I s the marketing hype killing Jelly, the new Q&A app?
When a social media network or app reaches prominence, you can bet there’s also a sea of marketers thinking “How can I utilize this as a brand?” Typically, this comes after the network has had a chance to build a large user base (Snapchat is a recent example). In Jelly’s case, that buzz started on day one.
Wait, what’s Jelly? Can I eat it?
If you haven’t used Jelly (and maybe even if you have), you’re probably wondering what all the fuss is about – and that’s part of the problem. In a nutshell (jar?), Jelly is a Q&A crowdsourcing app, fueled by Facebook and Twitter, where your friends can answer questions just like this. Thing is, Jelly has received most of its headlines from the fact that the startup’s CEO is Biz Stone, co-founder of Twitter.
Vine’s got Twitter pedigree and that’s doing great, isn’t it?
Indeed. Vine had its one year anniversary on Friday, and despite initial criticism, it’s been something of a surprise success. That puts a lot of pressure and media attention on Jelly – before it has an established user base, and before it’s had time to come into its own. Most of the articles out there right now are putting Jelly at 28,275 users on the day of launch (January 7th). That’s not too shabby for the first day, but it’s still only a drop in the bucket, and the surge of new users has reportedly trended downward following launch.
At the end of last year Facebook had 1.19 billion users, and Twitter had around 232 million. Without these networks Jelly doesn’t really work, because the app doesn’t have its own user pool. Instead of connecting you to other Jelly users, the app draws on your Facebook and Twitter contact lists. You can post a question and forward it manually elsewhere, but if none of your friends have the app (a likely scenario at this point), your home screen will look like this:
Okay. But how is the marketing hype killing Jelly?
When a social network launches, users tend to flock to it gradually. They bring their friends, and the platform spreads from there – then, once it’s sufficiently popular, it’s time for the marketers to get creative with a business presence. This happened somewhat in reverse with Jelly. A week after launch, Mashable – which is popular in business circles – posted about a few prominent brands experimenting with Jelly. It didn’t take long for the “5 ways to use Jelly as a brand” type articles to appear, and before long there were brands flooding in from everywhere, trying to figure out how to leverage Jelly for their business.
David Meyer over at Gigaom had this to say about the current state of Jelly:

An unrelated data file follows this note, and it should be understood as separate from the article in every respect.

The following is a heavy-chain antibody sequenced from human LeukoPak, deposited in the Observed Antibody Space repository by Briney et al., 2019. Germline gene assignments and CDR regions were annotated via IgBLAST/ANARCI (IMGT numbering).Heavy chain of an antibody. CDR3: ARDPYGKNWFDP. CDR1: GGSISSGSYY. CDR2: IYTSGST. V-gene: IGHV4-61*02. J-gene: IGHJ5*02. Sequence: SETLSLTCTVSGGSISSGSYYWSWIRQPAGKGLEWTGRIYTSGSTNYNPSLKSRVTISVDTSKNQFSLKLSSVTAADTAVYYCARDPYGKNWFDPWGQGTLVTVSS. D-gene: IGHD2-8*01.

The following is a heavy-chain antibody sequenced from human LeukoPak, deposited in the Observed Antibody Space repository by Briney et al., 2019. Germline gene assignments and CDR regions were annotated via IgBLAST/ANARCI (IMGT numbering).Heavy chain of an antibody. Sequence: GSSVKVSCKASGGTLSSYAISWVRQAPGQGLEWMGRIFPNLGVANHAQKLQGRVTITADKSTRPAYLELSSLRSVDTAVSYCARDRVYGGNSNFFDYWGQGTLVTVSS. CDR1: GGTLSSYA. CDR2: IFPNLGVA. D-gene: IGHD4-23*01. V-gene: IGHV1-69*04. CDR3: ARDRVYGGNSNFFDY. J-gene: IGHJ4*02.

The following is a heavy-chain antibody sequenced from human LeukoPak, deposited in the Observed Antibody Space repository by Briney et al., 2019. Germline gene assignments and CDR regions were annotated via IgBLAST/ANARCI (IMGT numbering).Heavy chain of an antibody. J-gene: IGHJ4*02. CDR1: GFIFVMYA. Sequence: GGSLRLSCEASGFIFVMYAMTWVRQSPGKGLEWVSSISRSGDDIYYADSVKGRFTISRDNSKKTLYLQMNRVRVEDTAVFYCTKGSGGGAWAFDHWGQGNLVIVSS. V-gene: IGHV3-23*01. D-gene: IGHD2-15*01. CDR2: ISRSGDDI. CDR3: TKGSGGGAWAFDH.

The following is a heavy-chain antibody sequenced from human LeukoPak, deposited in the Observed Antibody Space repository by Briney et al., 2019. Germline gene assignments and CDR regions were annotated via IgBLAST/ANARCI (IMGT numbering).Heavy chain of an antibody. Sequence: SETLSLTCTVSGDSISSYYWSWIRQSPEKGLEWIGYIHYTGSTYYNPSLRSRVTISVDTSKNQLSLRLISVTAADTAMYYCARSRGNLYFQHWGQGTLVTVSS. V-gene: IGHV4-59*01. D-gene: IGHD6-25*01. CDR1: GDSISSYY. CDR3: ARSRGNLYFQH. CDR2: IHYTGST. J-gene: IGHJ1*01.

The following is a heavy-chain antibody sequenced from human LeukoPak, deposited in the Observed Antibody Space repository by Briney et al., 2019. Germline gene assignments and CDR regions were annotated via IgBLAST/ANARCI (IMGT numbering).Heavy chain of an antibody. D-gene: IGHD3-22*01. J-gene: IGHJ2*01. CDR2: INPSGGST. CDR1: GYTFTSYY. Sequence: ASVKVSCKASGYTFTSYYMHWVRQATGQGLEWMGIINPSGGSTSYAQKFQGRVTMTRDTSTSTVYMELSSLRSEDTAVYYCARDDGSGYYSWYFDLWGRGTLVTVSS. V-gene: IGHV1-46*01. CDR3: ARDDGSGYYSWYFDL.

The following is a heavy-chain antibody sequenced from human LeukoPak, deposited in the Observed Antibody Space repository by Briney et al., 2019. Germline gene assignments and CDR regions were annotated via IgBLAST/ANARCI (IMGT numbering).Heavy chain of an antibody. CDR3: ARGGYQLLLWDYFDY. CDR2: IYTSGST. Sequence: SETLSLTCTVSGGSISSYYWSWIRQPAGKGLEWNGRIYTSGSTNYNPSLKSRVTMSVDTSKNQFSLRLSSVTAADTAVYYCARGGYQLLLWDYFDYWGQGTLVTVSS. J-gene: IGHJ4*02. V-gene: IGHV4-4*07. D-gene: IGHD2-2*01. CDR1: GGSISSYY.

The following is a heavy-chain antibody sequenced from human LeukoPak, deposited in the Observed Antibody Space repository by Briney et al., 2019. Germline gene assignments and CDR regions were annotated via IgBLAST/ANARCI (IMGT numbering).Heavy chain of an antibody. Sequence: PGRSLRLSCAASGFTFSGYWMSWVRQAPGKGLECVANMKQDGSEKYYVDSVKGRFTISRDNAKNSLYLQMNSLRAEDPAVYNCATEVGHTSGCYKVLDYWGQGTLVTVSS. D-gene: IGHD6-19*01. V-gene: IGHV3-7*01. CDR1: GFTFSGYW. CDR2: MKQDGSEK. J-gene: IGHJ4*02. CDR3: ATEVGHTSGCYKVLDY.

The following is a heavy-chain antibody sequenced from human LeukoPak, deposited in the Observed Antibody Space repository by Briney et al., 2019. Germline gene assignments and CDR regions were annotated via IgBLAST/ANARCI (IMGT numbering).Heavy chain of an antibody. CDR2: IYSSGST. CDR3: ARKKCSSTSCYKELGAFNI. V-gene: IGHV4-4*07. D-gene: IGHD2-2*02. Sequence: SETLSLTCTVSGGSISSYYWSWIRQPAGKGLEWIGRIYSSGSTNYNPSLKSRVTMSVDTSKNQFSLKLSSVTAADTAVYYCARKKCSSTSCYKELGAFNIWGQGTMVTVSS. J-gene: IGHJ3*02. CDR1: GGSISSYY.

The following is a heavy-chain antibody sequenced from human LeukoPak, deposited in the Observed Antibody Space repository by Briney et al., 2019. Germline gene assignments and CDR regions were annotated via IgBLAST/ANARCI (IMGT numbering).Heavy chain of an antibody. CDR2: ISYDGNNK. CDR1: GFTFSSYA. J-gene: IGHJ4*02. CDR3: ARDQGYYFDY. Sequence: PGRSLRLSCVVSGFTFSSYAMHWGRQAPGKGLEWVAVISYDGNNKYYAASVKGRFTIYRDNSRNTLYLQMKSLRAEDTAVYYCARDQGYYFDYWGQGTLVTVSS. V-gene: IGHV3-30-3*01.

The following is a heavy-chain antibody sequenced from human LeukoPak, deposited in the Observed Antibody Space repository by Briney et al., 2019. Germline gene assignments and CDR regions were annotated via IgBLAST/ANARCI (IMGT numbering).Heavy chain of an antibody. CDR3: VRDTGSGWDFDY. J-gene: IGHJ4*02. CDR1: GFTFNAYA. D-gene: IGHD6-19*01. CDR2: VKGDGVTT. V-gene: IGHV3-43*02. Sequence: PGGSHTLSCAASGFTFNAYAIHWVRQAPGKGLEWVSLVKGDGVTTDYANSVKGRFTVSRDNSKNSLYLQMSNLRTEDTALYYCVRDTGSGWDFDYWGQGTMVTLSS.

“As a rough guess, going on how it currently feels to use Jelly, I would say that 1 in 7 “questions” are tentatively trying to big up a brand or drive traffic to a site or post (around the same number are good questions, and the rest are just people messing around).”
Social media is great, but it can create echo chambers. As social media marketers, we’re eager to find new ways to connect with our audience – sometimes a little too eager. It’s important for brands to have a social media presence, but it’s also important for the brand-to-user ratio to be weighted heavily on the side of users. Right now, that isn’t the case with Jelly – and that’s a problem.
When your new social app is mostly riddled with brands trying to figure out their next step in marketing, you run the risk of alienating all the normal users straight off the platform.
What’s the general reaction to Jelly right now?
It might seem unfair to judge Jelly when it hasn’t even been out for a month, but that’s part of the app’s core dilemma; it was born in the spotlight, and that’s where it’s going to have to mature – growing pains and all.
And there will be growing pains. When I first installed the app, I only connected Facebook, assuming I could connect Twitter later. Not so much. The app was patched last week to address that particular issue, but if you sign in with the wrong account for some reason, too bad. From the website’s FAQ: “We currently do not support the ability to remove a social network once authenticating it.”
It’s pretty clear that brands are loving Jelly. Mashable called the app a “new play toy for brands,” and that’s right on the money. User reviews, on the other hand, aren’t particularly glowing at the moment. Jelly has a 2.5 average on the Apple Store, and a 3.3 in the Google Play Store, with most users agreeing, “Neat idea, but kind of useless right now.”
At its core, Jelly is an attractive concept. You snap a picture, ask a question, and wait for the answers to roll in from your friends. You’ll get your answers faster on Google (and possibly more reliably – mark my words, the “loljelly” posts are coming), but Biz Stone’s vision for Jelly is a social search – one that’s more entertaining, and more personal than the search we’re used to.
Whether or not that vision comes true remains to be seen – right now, Jelly has a lot of growing up to do, and it might be wise for marketers to let it do just that.
No wine (Jelly) before its time, right?